The Other Middle Ages: A Medieval Latin Reader

by Kenneth F. Kitchell, Jr, Bolchazy-Carducci Publishers 2016, Pb 400 pages, ISBN 978-0-85616-837-4 ($29).

There are now quite a number of ‘readers’ available for those learning Medieval Latin, and it is therefore useful to identify what the specific aims of this book are that might make it significantly different from the others. In the Introduction Kitchell states the aims of this book very clearly: ‘Paramount is a desire to attract more students and teachers into reading ML. While doing this, the book attempts to show aspects of medieval life often overlooked in traditional ML readers and it contains pieces that differ widely in style. It is also dedicated to the simple proposition that reading skills are best acquired by level-appropriate reading.’ Which is all very clear and quite ambitious, and there is no doubt that Kitchell’s book is well designed to achieve all these aims.

The book contains 79 readings, most of them taking up a page or less, divided into 11 categories. To grasp the range of categories it is simplest to list them, because they give a good idea of what kind of material to expect:


  1. Everyday Life
  2. Echoes of Antiquity – Alexander the Great
  3. The Black Death
  4. Perspectives on Women
  5. Anti-Semitism
  6. Wonders and Marvels
  7. The World of the Church
  8. Ritual
  9. Attacks on the Church
  10. Carmina Burana and Goliardic Tradition
  11. The World of Nature and Science


These categories cover a substantial portion of the cultural, social and religious life of the Medieval world, fields of study that are still not well represented in courses on Medieval History at university level.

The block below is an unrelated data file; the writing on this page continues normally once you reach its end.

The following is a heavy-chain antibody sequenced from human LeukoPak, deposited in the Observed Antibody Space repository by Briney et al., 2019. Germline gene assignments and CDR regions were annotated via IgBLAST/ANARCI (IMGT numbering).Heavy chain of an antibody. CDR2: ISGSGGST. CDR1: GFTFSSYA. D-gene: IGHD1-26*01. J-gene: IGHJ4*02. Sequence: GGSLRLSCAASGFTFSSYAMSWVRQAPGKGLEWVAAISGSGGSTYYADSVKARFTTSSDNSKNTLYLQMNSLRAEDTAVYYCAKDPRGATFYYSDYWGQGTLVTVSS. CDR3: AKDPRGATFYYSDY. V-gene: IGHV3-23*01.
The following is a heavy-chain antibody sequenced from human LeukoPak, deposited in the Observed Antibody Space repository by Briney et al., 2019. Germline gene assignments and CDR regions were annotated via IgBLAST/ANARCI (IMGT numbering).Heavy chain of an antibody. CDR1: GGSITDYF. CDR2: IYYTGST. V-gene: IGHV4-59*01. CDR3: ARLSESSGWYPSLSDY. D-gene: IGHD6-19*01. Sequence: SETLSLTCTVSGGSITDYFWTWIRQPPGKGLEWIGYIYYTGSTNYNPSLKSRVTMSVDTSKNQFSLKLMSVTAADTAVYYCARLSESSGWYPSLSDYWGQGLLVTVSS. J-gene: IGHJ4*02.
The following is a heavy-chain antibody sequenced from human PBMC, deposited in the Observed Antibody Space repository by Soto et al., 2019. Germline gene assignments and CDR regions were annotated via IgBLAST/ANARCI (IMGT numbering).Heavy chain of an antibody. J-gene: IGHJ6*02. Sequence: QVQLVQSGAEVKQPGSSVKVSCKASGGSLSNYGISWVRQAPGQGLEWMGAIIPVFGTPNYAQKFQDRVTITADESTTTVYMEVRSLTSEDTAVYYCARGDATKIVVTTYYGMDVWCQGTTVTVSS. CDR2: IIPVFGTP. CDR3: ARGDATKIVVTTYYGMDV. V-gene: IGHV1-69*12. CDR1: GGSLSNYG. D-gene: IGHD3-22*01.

The Latin readings within each category are excellently chosen, partly, Kitchell tells us, with the help of his own students. The four readings on ‘The Black Death’ make gruesome reading; ‘Perspectives on Women’ shows the largely misogynistic attitudes of the age; ‘Wonders and Marvels’ has ten stories of the weird and magical that so intrigued the medieval mind; the three sections on the Church present some saintly, some amusing and some hostile writings which well illustrate the complexity of medieval religion;  ‘The World of Nature and Science’ has 16 readings, 10 of them from the prolific polymath Albertus Magnus, who combines some careful scientific observation with a good dose of folklore and moralising – and he claims that he found 10 pearls in a single helping of oysters from the North Sea. In all, a fine and varied collection of medieval texts.

Each reading is prefaced with a very informative introduction, and the ‘Notes and Vocabulary’ that accompany every reading are pitched at just the right level for students who know the basic grammar but have little experience of reading real Latin. The Lexicon at the end of the book includes every word in the texts. The Introduction includes a useful summary of the main differences between Classical and Medieval Latin - though I didn’t quite see the point about ‘debeo’ on p.xxvi; debeo + infinitive = ‘have to . . .’ was well enough established in Classical Latin. And I trust that the section on p.xxvii on Indirect Statement will not give students the impression that they don’t also need to know the Accusative and Infinitive construction, which most medieval writers did in fact use quite often.

The book is very well produced, Latin texts are sensibly in a larger font size than the rest of the material, and the 26 illustrations are well selected and appropriately located in the text. An excellent addition to the books available for the teaching of Medieval Latin. I do hope that the book achieves the aims that the author set out for it.

John Thorley
(Former President of Euroclassica)